The global water crisis has reached a critical stage. As the COVID-19 pandemic gathered speed around the planet, the water crisis has accelerated, too. It has been established that frequent hand-washing is one of the most effective defences against the virus. In fact, we are washing not just our hands, but our clothes, fresh produce, and other home articles more frequently, too.
Even in places where water is not yet scarce, the consumption has gone up to levels that may lead to its exhaustive depletion, with some data indicating that water consumption has increased 1.5 times. According to Gilbert F. Houngbo, a member of the United Nations Development Programme, as many as 5.7 billion people could be living in areas where water is scarce for at least a month a year by 2050, creating unprecedented competition for water.
It is important for us to remember that in fighting one crisis, we don’t worsen another. Here are a few things we can do to ensure responsible consumption of water while protecting ourselves from the virus.
While washing one’s hands for the recommended 20 seconds, ensure that you do not leave the tap running.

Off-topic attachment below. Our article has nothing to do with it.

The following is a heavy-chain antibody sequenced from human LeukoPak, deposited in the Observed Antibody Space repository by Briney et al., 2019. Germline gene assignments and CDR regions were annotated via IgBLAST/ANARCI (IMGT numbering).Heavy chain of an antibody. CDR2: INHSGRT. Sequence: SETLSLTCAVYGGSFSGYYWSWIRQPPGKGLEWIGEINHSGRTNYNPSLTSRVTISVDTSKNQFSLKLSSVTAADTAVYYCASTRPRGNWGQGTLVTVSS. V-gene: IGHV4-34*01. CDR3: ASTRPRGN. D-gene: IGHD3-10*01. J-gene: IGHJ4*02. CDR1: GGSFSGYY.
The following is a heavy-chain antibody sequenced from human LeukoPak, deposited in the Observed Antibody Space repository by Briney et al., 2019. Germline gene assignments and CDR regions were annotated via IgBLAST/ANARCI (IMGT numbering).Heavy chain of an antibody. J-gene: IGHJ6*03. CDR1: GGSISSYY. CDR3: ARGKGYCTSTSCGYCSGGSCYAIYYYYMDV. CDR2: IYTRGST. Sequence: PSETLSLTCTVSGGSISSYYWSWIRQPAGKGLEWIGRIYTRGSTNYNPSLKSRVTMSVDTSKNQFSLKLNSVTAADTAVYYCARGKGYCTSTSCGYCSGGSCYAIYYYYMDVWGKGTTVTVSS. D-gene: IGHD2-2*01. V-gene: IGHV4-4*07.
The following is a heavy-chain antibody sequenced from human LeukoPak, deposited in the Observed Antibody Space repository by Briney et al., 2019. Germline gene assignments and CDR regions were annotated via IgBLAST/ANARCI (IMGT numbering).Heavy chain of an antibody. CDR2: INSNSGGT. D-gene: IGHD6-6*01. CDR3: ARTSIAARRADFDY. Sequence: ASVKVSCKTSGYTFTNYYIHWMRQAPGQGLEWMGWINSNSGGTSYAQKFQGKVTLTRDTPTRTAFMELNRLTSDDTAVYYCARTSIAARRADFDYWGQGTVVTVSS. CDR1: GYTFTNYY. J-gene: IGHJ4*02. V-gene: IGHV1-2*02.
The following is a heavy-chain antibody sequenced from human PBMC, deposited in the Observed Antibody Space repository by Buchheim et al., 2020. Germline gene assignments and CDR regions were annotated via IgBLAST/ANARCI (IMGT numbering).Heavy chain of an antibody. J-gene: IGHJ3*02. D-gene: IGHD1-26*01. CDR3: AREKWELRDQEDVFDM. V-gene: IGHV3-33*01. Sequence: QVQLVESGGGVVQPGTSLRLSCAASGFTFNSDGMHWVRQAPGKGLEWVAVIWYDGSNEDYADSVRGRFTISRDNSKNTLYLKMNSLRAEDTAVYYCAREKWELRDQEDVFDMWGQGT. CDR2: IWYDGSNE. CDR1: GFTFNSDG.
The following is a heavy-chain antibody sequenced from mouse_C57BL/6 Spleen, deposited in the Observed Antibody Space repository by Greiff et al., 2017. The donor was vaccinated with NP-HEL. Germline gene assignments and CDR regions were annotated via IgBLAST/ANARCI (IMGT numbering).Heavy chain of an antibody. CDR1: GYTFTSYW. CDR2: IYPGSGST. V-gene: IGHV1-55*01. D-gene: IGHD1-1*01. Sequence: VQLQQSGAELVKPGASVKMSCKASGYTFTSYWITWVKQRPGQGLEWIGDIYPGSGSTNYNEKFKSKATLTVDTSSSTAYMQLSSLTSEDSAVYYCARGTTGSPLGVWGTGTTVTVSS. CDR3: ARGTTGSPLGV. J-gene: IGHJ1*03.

As much as possible, use environment-friendly, biodegradable cleaning agents such as vinegar and baking soda to clean vegetables, surfaces, and utensils, so that the water is not contaminated by harsh commercial detergents.
Consider using an ozone-powered fruit and vegetable detoxifier to cleanse your fresh produce. The iLiv water system comes with an in-built detoxifier which detoxifies fruits and vegetables within minutes. Click here to know more.
With many people choosing to work from home, cars are being used less frequently. Limit washing your car or driveway to twice a week, or as required.
Instead of washing everything that you bring home from the grocery store, consider isolating dry, non-perishable groceries for a few days before using them.
Focussing on consuming water-rich foods like cucumbers, tomatoes, spinach, broccoli, sprouts, etc. These are better for you and better for your water too.
Implementing these simple changes at a household level will ensure your water footprint does not expand inordinately while trying to keep your family safe from coronavirus.